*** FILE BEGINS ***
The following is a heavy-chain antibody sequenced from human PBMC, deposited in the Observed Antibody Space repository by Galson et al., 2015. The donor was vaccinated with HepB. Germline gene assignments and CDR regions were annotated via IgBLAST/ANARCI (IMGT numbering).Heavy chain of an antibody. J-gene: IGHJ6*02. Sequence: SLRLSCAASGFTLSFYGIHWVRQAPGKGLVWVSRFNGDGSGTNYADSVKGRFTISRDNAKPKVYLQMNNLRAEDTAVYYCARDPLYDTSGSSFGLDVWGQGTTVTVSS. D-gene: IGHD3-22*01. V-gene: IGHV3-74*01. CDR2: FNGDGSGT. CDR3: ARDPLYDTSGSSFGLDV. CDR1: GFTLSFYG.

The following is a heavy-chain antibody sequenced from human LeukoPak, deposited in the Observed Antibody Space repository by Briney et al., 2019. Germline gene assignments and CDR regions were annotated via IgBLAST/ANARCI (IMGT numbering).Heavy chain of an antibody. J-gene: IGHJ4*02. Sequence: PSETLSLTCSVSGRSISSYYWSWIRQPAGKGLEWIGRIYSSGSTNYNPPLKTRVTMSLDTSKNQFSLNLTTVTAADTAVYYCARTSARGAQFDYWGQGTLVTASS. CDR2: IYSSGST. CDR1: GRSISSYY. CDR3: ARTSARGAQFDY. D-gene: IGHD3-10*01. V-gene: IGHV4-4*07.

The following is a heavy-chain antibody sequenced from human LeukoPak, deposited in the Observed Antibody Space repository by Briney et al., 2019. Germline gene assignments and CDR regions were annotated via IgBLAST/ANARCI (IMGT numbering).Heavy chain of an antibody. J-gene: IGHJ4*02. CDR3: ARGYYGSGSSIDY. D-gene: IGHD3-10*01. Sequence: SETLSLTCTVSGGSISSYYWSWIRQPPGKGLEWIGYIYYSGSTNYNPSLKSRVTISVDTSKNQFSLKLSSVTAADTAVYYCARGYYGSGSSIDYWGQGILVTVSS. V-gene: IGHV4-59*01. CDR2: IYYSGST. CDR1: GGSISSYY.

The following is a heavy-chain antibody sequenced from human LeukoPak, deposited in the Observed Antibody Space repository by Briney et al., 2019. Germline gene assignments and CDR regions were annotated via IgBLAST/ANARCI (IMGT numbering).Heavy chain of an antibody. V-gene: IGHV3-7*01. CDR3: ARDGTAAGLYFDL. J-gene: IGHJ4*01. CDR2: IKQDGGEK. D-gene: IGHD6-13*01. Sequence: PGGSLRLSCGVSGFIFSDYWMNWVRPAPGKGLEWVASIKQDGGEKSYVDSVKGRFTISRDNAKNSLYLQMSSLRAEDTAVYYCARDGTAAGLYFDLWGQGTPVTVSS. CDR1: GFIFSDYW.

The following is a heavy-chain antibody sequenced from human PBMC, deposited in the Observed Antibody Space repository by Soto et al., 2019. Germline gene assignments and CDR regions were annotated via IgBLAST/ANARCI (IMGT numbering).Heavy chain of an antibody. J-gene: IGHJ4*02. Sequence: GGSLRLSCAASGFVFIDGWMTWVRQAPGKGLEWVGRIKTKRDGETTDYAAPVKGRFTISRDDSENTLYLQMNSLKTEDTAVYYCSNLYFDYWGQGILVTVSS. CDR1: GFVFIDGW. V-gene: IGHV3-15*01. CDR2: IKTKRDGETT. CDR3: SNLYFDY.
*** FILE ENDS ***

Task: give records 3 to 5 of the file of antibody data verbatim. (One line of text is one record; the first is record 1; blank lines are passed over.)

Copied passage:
The following is a heavy-chain antibody sequenced from human LeukoPak, deposited in the Observed Antibody Space repository by Briney et al., 2019. Germline gene assignments and CDR regions were annotated via IgBLAST/ANARCI (IMGT numbering).Heavy chain of an antibody. J-gene: IGHJ4*02. CDR3: ARGYYGSGSSIDY. D-gene: IGHD3-10*01. Sequence: SETLSLTCTVSGGSISSYYWSWIRQPPGKGLEWIGYIYYSGSTNYNPSLKSRVTISVDTSKNQFSLKLSSVTAADTAVYYCARGYYGSGSSIDYWGQGILVTVSS. V-gene: IGHV4-59*01. CDR2: IYYSGST. CDR1: GGSISSYY.

The following is a heavy-chain antibody sequenced from human LeukoPak, deposited in the Observed Antibody Space repository by Briney et al., 2019. Germline gene assignments and CDR regions were annotated via IgBLAST/ANARCI (IMGT numbering).Heavy chain of an antibody. V-gene: IGHV3-7*01. CDR3: ARDGTAAGLYFDL. J-gene: IGHJ4*01. CDR2: IKQDGGEK. D-gene: IGHD6-13*01. Sequence: PGGSLRLSCGVSGFIFSDYWMNWVRPAPGKGLEWVASIKQDGGEKSYVDSVKGRFTISRDNAKNSLYLQMSSLRAEDTAVYYCARDGTAAGLYFDLWGQGTPVTVSS. CDR1: GFIFSDYW.

The following is a heavy-chain antibody sequenced from human PBMC, deposited in the Observed Antibody Space repository by Soto et al., 2019. Germline gene assignments and CDR regions were annotated via IgBLAST/ANARCI (IMGT numbering).Heavy chain of an antibody. J-gene: IGHJ4*02. Sequence: GGSLRLSCAASGFVFIDGWMTWVRQAPGKGLEWVGRIKTKRDGETTDYAAPVKGRFTISRDDSENTLYLQMNSLKTEDTAVYYCSNLYFDYWGQGILVTVSS. CDR1: GFVFIDGW. V-gene: IGHV3-15*01. CDR2: IKTKRDGETT. CDR3: SNLYFDY.